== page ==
I would love to hear your thoughts on this topic and as always have a brilliant week.

Let’s talk about motivation

Motivation is a much discussed topic. There are those who think they have it solved when it comes to employee engagement and there are others who are constantly chasing it. Questions buzz around constantly about how to keep employees motivated so they will stay with an organisation and be productive whilst staying so. Oodles of money are spent annually measuring how engaged and motivated employees are. We fear staff who are not motivated as this normally spells trouble for the bottom line.

Let’s look at the CIPD’s viewpoint on motivation “Employees who have good quality jobs and are managed well, will not only be happier, healthier and more fulfilled, but are also more likely to drive productivity, better products or services, and innovation. This mutual gains view of motivation and people management lies at the heart of employee engagement.” This viewpoint looks at the employees while my focus here is more on prospective employees.

At the point most employees join an organisation they are highly motivated to be there, whether it is due to professional pride in the work that they can deliver and their own credibility or a genuine affinity with the mission of the organisation that they are joining. Not that there are not other motivating factors for why individuals join an organisation, because there are tons, but these two are for illustrative purposes.

I ask most candidates I meet about what motivated them to apply for the role they are interviewing and why a particular company. This is not a trick question, I am genuinely interested in knowing why the role and the organisation fits with your personal motivations and goals. It raises red flags when a candidate is unable to articulate this.

Not that it it’s a disqualification question because it’s not but I do think that candidates need to think carefully about why they apply to organisations and it cannot be just about the money. If research and experience over the years have taught us anything is that money in of itself is not a motivator.

There needs to be a certain level of intrinsic motivation with any employee for them to remain motivated and committed at work. So when the work gets hard and it will you need to be able to self motivate and be resilient to stand up to the task. Every relationship professional or personal is about give and take and being and staying motivated is as much about self as it is about the psychological and physical contract at work.

Can you afford to pay for performance?


The topic of reward and how to do it effectively is a fairly well debated topic. A great deal of research exists on the topic and every few year a new fad or a rinse and repeat of a previously outdated model is dusted off and becomes the new buzz to ensure reward effectively motivates staff. Daniel Pink in his book Drive hits the nail on the head for organisations that operate a reward system that offers pay for performance. The CIPD’s Reward Management Survey published in December 2017 cited that 48% of employers who took part in the survey stated that they operate a performance related pay system.  The most common criteria used to manage individual base pay progression was also individual performance,competencies, skills and retaining potential.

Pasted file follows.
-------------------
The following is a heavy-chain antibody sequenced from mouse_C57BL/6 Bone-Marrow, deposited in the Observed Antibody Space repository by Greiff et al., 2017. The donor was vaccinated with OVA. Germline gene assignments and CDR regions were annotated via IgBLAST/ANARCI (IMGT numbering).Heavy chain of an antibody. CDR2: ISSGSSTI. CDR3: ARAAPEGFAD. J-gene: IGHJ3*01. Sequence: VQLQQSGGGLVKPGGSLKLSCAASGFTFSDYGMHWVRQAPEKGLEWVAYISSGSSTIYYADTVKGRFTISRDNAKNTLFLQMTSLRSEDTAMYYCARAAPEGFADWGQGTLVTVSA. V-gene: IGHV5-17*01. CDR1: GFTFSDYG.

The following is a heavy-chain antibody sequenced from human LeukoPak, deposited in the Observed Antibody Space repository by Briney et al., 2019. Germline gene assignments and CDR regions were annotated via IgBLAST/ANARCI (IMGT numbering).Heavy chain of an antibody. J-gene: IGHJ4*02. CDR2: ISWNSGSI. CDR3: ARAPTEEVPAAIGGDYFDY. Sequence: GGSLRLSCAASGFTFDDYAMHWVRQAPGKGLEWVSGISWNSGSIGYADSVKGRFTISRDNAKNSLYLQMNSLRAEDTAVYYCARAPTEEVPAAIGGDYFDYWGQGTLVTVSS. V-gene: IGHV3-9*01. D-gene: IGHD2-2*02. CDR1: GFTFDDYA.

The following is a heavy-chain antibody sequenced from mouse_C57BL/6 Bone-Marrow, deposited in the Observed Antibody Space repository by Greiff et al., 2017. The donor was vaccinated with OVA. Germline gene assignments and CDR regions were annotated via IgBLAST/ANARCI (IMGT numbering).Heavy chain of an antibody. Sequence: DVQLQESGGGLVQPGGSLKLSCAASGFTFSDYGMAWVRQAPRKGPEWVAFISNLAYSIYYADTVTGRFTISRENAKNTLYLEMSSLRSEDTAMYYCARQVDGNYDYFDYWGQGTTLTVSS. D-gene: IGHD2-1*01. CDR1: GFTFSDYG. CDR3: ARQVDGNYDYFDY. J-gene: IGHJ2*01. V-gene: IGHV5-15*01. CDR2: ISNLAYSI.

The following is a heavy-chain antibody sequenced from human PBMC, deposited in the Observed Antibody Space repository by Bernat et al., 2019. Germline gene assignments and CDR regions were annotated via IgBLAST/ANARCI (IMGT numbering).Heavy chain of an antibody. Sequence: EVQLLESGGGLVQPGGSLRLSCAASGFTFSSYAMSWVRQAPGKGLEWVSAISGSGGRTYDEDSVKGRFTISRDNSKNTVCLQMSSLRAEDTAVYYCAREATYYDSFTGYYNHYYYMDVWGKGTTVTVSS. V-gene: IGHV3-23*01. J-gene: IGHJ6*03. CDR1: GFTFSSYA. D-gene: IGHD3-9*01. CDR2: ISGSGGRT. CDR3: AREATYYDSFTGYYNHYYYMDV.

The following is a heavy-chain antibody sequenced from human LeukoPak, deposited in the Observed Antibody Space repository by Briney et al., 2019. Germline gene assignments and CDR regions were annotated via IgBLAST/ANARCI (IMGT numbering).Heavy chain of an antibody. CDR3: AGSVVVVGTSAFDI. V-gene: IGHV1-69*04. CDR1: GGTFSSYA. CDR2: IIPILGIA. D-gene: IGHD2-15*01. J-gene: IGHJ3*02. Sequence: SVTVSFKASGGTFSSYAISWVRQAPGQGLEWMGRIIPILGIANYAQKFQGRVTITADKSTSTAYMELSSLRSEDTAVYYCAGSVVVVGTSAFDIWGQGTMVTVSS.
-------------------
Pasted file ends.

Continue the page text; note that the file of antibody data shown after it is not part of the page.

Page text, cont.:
What is interesting to me is that many organisations that operate a pay for performance scheme, simply do not have the budget to pay “a meaningful amount”. In fact the sums that are offered at times are so meaningless as to be quite de-motivating for employees who strive for that magical rating. Part of the problem at times with how organisation set up their reward system is akin to keeping up with the Joneses. They fall into the trap of being so in awe with another organisation that they admire that they decide to be just like them, even if there is not a fit with that organisation and the one in which they operate. It is also true that many organisations pay consultants to come in, and propose what their reward structures and strategy should be. Now, I am not saying there is anything wrong with this approach but where it can become an issue is when the proposal is adopted wholesale without much thought of best fit for the organisation.

If your budget is limited pay for performance may not be for you. If you are not able to pay a meaningful sum which makes a difference for performance rather than embark on this route ensure that your base pay offer is fair both internally and in the external market. The budget that you would have used to pay that percentage uplift annually, use it instead to consider paying a bit more than the market offers. Make that your attraction tool. Invest in learning and development opportunities for all staff, not just leaders and ensure that promotion opportunities are offered internally. Look at the non-financial rewards that are on offer. Talk to your staff, what do they value the most from work and can you provide these? Let’s be adult about what we can and cannot offer and. Like a friend likes to tell me when I get too excited and want to buy a particular designer item “stay in your lane, the Joneses are broke”.